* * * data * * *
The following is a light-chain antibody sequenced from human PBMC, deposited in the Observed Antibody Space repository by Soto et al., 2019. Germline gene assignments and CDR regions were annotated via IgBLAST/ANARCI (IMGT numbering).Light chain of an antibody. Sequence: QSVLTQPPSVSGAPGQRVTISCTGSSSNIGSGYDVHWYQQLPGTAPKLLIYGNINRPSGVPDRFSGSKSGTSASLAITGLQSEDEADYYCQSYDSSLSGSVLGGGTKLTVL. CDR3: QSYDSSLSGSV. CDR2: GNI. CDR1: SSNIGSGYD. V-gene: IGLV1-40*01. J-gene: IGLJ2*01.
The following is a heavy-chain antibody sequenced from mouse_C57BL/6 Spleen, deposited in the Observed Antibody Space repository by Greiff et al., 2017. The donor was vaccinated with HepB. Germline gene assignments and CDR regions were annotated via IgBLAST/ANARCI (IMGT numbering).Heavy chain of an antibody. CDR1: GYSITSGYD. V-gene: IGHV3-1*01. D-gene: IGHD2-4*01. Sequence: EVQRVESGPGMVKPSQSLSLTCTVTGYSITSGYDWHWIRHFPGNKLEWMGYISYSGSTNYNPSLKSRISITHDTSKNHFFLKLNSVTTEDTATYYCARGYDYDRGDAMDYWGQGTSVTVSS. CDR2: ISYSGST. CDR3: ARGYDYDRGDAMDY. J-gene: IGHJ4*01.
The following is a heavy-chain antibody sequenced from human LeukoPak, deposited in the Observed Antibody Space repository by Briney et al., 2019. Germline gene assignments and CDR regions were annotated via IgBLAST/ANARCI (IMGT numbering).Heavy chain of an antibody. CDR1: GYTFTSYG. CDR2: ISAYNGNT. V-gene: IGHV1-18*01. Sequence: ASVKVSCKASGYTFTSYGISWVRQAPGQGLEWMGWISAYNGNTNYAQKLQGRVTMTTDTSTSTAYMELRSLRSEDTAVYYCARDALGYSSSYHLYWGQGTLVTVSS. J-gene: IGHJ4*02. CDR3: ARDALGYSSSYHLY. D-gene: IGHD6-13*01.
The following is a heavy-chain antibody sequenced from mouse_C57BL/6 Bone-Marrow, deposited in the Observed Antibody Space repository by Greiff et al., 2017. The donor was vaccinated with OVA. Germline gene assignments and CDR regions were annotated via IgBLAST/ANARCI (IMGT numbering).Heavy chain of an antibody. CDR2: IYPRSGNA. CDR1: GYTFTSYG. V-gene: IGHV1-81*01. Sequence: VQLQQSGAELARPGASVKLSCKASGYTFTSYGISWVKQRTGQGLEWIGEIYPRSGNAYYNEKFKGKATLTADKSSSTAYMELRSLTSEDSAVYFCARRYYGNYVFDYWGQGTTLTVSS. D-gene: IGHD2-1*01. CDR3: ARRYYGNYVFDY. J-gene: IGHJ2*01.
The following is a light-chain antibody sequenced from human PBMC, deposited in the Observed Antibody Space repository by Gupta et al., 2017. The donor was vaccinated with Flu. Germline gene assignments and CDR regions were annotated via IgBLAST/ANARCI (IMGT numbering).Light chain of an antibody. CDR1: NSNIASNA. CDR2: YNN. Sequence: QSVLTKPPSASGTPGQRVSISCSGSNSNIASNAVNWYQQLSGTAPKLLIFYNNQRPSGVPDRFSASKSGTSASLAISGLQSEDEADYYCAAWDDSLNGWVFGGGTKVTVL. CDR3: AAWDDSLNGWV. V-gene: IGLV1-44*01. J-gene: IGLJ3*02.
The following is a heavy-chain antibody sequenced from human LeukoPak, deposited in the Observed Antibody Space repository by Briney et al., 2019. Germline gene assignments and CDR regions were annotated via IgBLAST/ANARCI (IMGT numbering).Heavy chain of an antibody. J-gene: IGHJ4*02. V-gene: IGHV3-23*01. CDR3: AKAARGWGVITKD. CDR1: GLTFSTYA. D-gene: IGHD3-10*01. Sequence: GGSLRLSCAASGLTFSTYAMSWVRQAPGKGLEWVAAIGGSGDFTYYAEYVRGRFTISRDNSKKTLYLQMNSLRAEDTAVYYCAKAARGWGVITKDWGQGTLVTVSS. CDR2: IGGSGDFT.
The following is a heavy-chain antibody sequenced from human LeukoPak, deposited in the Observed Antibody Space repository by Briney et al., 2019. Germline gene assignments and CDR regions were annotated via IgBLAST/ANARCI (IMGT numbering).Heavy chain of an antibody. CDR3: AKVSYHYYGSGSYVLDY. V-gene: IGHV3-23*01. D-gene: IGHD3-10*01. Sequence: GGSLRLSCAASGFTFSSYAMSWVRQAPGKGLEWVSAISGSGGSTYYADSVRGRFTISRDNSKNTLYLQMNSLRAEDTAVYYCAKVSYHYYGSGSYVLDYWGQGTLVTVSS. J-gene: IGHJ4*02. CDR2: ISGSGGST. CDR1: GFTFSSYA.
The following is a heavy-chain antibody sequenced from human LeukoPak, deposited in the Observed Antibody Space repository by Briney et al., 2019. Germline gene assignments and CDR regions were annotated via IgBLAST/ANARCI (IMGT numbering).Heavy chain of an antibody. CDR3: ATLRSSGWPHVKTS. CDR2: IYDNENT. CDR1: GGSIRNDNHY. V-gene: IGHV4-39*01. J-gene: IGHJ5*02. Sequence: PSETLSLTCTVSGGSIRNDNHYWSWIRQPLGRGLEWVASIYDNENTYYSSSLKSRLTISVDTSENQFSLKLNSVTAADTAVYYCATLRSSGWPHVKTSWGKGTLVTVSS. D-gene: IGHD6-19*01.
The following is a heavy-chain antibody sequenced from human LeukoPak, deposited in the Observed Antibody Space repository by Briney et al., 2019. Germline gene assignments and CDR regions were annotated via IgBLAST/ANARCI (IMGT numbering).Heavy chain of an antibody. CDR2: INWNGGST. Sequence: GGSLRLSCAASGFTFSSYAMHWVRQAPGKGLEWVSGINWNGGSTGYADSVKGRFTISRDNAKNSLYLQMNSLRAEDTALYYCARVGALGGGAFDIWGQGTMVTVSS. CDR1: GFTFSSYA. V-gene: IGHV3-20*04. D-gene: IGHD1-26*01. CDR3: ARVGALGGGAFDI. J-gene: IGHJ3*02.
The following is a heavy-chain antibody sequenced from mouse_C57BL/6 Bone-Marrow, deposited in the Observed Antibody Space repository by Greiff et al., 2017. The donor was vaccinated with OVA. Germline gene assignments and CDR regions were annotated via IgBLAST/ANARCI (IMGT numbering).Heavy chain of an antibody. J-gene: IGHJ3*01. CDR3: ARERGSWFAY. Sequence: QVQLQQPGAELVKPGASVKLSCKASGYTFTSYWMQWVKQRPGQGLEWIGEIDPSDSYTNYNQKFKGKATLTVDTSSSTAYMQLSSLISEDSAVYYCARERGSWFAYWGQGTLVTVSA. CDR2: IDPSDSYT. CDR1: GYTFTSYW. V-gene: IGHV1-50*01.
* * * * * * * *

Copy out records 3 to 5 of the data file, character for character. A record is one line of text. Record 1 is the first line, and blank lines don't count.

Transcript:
The following is a heavy-chain antibody sequenced from human LeukoPak, deposited in the Observed Antibody Space repository by Briney et al., 2019. Germline gene assignments and CDR regions were annotated via IgBLAST/ANARCI (IMGT numbering).Heavy chain of an antibody. CDR1: GYTFTSYG. CDR2: ISAYNGNT. V-gene: IGHV1-18*01. Sequence: ASVKVSCKASGYTFTSYGISWVRQAPGQGLEWMGWISAYNGNTNYAQKLQGRVTMTTDTSTSTAYMELRSLRSEDTAVYYCARDALGYSSSYHLYWGQGTLVTVSS. J-gene: IGHJ4*02. CDR3: ARDALGYSSSYHLY. D-gene: IGHD6-13*01.
The following is a heavy-chain antibody sequenced from mouse_C57BL/6 Bone-Marrow, deposited in the Observed Antibody Space repository by Greiff et al., 2017. The donor was vaccinated with OVA. Germline gene assignments and CDR regions were annotated via IgBLAST/ANARCI (IMGT numbering).Heavy chain of an antibody. CDR2: IYPRSGNA. CDR1: GYTFTSYG. V-gene: IGHV1-81*01. Sequence: VQLQQSGAELARPGASVKLSCKASGYTFTSYGISWVKQRTGQGLEWIGEIYPRSGNAYYNEKFKGKATLTADKSSSTAYMELRSLTSEDSAVYFCARRYYGNYVFDYWGQGTTLTVSS. D-gene: IGHD2-1*01. CDR3: ARRYYGNYVFDY. J-gene: IGHJ2*01.
The following is a light-chain antibody sequenced from human PBMC, deposited in the Observed Antibody Space repository by Gupta et al., 2017. The donor was vaccinated with Flu. Germline gene assignments and CDR regions were annotated via IgBLAST/ANARCI (IMGT numbering).Light chain of an antibody. CDR1: NSNIASNA. CDR2: YNN. Sequence: QSVLTKPPSASGTPGQRVSISCSGSNSNIASNAVNWYQQLSGTAPKLLIFYNNQRPSGVPDRFSASKSGTSASLAISGLQSEDEADYYCAAWDDSLNGWVFGGGTKVTVL. CDR3: AAWDDSLNGWV. V-gene: IGLV1-44*01. J-gene: IGLJ3*02.